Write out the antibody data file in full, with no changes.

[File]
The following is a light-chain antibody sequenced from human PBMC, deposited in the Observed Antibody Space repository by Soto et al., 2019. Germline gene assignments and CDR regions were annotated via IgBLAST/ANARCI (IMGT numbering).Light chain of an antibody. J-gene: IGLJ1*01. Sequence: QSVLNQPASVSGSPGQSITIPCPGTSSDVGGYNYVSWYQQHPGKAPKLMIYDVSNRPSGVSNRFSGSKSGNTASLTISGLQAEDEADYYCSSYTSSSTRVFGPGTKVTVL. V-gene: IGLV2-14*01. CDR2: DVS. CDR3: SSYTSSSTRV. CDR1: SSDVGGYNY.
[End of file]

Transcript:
The following is a light-chain antibody sequenced from human PBMC, deposited in the Observed Antibody Space repository by Soto et al., 2019. Germline gene assignments and CDR regions were annotated via IgBLAST/ANARCI (IMGT numbering).Light chain of an antibody. J-gene: IGLJ1*01. Sequence: QSVLNQPASVSGSPGQSITIPCPGTSSDVGGYNYVSWYQQHPGKAPKLMIYDVSNRPSGVSNRFSGSKSGNTASLTISGLQAEDEADYYCSSYTSSSTRVFGPGTKVTVL. V-gene: IGLV2-14*01. CDR2: DVS. CDR3: SSYTSSSTRV. CDR1: SSDVGGYNY.